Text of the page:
„If you see a man dedicated to his stomach, crawling on the ground, you see a plant and not a man; or if you see a man bedazzled by the empty forms of the imagination, as by the wiles of Calypso, and through their alluring solicitations made a slave to his own senses, you see a brute and not a man. If, however, you see a philosopher, judging and distinguishing all things according to the rule of reason, him shall you hold in veneration, for he is a creature of heaven and not of earth; if, finally, a pure contemplator, unmindful of the body, wholly withdrawn into the inner chambers of the mind, here indeed is neither a creature of earth nor a heavenly creature, but some higher divinity, clothed in human flesh.“
Si quem enim videris deditum ventri, humi serpentem hominem, frutex est, non homo, quem vides; si quem in fantasiae quasi Calipsus vanis praestigiis cecucientem et subscalpenti delinitum illecebra sensibus mancipatum, brutum est, non homo, quem vides. Si recta philosophum ratione omnia discernentem, hunc venereris; caeleste est animal, non terrenum. Si purum contemplatorem corporis nescium, in penetralia mentis relegatum, hic non terrenum, non caeleste animal: hic augustius est numen humana carne circumvestitum.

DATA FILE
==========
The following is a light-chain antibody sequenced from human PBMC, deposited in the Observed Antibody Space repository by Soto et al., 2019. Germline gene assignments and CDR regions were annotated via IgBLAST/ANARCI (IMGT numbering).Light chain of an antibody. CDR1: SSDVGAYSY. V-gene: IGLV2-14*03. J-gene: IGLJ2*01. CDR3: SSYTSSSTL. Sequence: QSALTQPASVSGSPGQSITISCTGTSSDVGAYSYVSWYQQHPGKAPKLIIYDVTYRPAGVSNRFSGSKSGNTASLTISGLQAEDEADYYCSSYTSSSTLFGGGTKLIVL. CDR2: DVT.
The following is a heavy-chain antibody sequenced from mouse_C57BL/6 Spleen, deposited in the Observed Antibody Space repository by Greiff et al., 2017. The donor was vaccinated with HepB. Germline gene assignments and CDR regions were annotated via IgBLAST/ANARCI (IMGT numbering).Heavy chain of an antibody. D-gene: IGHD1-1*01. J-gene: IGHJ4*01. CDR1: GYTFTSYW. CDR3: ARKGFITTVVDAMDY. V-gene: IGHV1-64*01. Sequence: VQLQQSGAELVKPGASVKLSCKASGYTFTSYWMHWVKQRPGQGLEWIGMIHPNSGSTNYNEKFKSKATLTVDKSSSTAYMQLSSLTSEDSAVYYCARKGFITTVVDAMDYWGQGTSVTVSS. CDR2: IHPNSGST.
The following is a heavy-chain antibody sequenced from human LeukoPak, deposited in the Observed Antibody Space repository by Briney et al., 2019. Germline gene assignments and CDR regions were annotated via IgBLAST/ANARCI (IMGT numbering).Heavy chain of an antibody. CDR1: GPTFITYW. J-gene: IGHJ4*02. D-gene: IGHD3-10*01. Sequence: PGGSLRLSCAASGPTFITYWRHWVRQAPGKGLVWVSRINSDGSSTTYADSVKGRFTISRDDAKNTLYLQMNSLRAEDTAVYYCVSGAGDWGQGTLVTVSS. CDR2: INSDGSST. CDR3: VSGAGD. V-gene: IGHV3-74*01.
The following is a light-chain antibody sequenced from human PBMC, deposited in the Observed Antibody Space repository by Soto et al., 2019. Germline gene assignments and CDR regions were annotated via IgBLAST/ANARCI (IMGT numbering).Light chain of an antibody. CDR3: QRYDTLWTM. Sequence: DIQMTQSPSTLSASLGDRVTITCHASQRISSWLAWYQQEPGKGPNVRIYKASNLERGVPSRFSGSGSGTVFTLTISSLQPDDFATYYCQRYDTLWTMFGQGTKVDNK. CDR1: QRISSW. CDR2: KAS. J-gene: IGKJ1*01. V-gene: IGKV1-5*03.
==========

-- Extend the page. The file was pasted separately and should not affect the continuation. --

— Giovanni Pico della Mirandola, 8. 40-42; translation by A. Robert Caponigri

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